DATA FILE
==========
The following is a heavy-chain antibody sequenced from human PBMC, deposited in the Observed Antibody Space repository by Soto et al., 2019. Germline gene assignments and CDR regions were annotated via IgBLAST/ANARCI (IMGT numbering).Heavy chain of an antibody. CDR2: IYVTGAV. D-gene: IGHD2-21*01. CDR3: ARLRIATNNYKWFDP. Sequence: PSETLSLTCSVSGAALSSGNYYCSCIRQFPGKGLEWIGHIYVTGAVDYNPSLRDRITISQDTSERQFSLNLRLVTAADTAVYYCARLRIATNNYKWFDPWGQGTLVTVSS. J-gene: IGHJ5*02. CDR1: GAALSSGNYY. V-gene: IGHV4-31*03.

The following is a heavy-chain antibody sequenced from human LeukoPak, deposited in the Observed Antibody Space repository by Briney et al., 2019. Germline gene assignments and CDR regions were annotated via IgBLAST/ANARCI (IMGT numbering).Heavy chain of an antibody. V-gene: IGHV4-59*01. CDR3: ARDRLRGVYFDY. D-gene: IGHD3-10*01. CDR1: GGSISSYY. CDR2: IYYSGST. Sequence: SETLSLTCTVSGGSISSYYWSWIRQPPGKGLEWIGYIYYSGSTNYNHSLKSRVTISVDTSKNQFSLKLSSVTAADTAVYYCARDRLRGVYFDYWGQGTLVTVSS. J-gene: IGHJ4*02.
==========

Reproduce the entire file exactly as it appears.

The following is a heavy-chain antibody sequenced from human PBMC, deposited in the Observed Antibody Space repository by Soto et al., 2019. Germline gene assignments and CDR regions were annotated via IgBLAST/ANARCI (IMGT numbering).Heavy chain of an antibody. CDR2: IYVTGAV. D-gene: IGHD2-21*01. CDR3: ARLRIATNNYKWFDP. Sequence: PSETLSLTCSVSGAALSSGNYYCSCIRQFPGKGLEWIGHIYVTGAVDYNPSLRDRITISQDTSERQFSLNLRLVTAADTAVYYCARLRIATNNYKWFDPWGQGTLVTVSS. J-gene: IGHJ5*02. CDR1: GAALSSGNYY. V-gene: IGHV4-31*03.

The following is a heavy-chain antibody sequenced from human LeukoPak, deposited in the Observed Antibody Space repository by Briney et al., 2019. Germline gene assignments and CDR regions were annotated via IgBLAST/ANARCI (IMGT numbering).Heavy chain of an antibody. V-gene: IGHV4-59*01. CDR3: ARDRLRGVYFDY. D-gene: IGHD3-10*01. CDR1: GGSISSYY. CDR2: IYYSGST. Sequence: SETLSLTCTVSGGSISSYYWSWIRQPPGKGLEWIGYIYYSGSTNYNHSLKSRVTISVDTSKNQFSLKLSSVTAADTAVYYCARDRLRGVYFDYWGQGTLVTVSS. J-gene: IGHJ4*02.